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Since Sundays are “free” days and I don’t need to follow the A-Z Challenge structure, I’m going to ramble off into “complaining about taxes” mode. In today’s case it wasn’t the taxes themselves that were nearly driving me to drink, but the ridiculousness of the hoops I needed to jump through in order to figure them.

(I should explain that I was doing my husband-who-lives-across-town’s taxes today, not my own. Had they been my own, I simply would have said some version of “screw this!” and put them away until Tuesday. However, since they were his, and I had planned on having them finished a couple of weeks ago and am tired of listening to him complain about priorities, I needed to get them done.)

Anyhow, we had each received a 1099-C a while ago from a creditor, explaining that they had decided to cancel an outstanding credit card debt, and that they had notified the IRS of our increased taxable income for 2013. Now I don’t know about you, dear reader, but on my retirement/Social Security income, adding an extra $21,000+ on which we hadn’t had taxes withheld was like dropping a huge bombshell on my finances. And we had agreed that this one was his responsibility, as I’m paying on student loans (sigh!) So I started researching the whole process, heart in my throat, and discovered an interesting fact in the fine print that is the instructions for IRS Form 1040: If you were insolvent (in other words, owed more than you owned) at the time of the discharge of the debt, you didn’t have to claim it as taxable income. This was great news. The not-so-great news was the Mongolian cluster f*ck I had to navigate through to accomplish this. (I started with my husband’s taxes because he would have apoplexy if his return were late. I don’t even care on mine any more.)

First there was the “income” section. It all made sense until I got the part where they suggested that less or more might be due, depending on whether your Social Security Benefits were taxed. So I had to complete the Social Security Benefits Worksheet. It took me at least 45 minutes to determine that $32.00 of his Social Security income was not taxable. Whoopy!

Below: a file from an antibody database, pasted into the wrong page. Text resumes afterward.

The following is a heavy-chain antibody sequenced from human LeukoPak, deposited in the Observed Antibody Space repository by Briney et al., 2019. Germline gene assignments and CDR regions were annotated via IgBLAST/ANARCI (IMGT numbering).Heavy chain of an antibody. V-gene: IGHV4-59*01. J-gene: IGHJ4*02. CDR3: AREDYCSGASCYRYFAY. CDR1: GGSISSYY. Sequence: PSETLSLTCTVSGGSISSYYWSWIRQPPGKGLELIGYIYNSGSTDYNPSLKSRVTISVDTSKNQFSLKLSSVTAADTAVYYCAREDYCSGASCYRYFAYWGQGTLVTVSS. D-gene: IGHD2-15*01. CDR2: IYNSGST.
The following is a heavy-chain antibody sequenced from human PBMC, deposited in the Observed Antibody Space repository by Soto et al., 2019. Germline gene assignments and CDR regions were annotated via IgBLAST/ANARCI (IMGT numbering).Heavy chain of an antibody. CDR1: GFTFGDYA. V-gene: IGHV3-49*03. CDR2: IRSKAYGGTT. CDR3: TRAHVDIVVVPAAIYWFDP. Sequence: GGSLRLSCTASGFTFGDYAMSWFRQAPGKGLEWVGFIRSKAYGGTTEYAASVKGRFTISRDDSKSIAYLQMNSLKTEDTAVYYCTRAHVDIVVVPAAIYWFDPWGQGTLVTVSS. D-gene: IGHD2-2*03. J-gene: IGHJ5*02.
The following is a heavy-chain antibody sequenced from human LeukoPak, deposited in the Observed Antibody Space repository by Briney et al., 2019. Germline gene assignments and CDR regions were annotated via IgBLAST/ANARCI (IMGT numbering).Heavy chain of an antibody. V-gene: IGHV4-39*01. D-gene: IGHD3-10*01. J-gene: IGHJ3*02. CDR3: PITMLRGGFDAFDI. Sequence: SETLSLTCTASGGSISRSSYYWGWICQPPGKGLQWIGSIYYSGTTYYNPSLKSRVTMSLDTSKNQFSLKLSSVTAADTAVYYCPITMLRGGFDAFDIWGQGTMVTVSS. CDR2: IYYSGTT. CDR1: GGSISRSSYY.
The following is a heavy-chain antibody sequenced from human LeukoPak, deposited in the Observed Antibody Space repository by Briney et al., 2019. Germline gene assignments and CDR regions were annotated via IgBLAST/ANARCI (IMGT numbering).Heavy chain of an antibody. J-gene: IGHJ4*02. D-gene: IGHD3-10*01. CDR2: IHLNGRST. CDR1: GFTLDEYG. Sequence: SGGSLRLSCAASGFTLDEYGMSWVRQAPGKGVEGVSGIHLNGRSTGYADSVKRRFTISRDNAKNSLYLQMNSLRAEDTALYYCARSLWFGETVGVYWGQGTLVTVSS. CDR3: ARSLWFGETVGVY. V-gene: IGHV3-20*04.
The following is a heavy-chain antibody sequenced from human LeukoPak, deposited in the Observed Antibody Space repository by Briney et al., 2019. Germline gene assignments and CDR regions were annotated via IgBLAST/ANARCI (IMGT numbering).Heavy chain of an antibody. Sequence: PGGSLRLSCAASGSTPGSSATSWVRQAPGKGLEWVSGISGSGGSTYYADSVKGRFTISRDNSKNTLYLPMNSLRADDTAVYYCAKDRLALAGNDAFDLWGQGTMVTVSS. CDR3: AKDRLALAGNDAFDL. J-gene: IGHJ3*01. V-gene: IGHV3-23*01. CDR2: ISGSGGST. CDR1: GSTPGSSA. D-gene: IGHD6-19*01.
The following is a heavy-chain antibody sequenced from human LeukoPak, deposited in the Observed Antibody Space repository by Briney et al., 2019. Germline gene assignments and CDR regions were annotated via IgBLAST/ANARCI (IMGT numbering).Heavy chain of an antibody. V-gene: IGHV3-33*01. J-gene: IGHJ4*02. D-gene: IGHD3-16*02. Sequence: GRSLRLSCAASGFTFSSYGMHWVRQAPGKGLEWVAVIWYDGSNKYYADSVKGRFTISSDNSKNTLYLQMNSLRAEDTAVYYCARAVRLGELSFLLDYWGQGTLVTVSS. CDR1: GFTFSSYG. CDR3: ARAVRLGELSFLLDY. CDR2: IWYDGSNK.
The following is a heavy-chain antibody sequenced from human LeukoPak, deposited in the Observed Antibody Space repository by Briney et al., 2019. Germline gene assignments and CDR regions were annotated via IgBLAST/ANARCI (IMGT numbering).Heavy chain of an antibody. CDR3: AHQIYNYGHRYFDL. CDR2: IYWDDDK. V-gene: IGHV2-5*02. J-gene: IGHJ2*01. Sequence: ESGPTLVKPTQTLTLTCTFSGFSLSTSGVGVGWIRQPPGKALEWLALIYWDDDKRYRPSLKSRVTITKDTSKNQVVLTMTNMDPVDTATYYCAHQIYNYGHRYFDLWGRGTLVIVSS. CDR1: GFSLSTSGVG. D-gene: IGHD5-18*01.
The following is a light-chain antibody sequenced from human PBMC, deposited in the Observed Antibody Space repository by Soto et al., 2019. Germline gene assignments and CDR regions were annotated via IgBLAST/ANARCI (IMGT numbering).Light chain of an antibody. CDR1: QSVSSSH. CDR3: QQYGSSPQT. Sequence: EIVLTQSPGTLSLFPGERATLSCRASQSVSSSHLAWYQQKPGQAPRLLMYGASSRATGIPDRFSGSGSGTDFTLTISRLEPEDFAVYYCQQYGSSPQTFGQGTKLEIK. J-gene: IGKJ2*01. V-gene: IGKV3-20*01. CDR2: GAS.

Then there was Form 982: Reduction of Tax Attributes Due to Discharge of Indebtedness. In order to fill that one out, you need to use the Insolvency Worksheet, located in another section of the tax booklet online. (Of course, before that you need to STUDY the instruction booklet, read all the possible scenarios, and realize that yours is different from all the examples.) So I successfully navigated through the forms and completed the rough draft of his Federal return.

This afternoon I tackled the California return, thinking I could just plug in the numbers from the Federal form and be good to go. WRONG-O! I entered the numbers and started scrolling through the instruction booklet on line. When I was ready to figure the tax owed, I discovered through trial and error that the online instruction booklet did not have the tax tables on it. I could use the table that accompanies the booklet for the Tax Schedules, but I have heard over the years that the taxes are higher if you figure them with Tax Schedules instead of from the Tax Tables.

I tried the “find forms and publications” area repeatedly, with no success. I finally realized that the only recourse I had was to pick up a complete instruction booklet, which means tomorrow I must drive across town to the IRS offices to get a copy of the entire instruction document, as our library (the only other source listed) is closed on Monday.

The “renters’ income tax credit form” was also nearly impossible to find…no, I faked it. It WAS impossible to find. But I have now “guesstimated” his tax forms, finding he’s getting a refund from one and has to pay less than he was hoping for on the other one. Tomorrow afternoon I will complete them after my visit to the IRS, and hopefully get started on my own.

It is April 13, 2014. Are your taxes filed yet?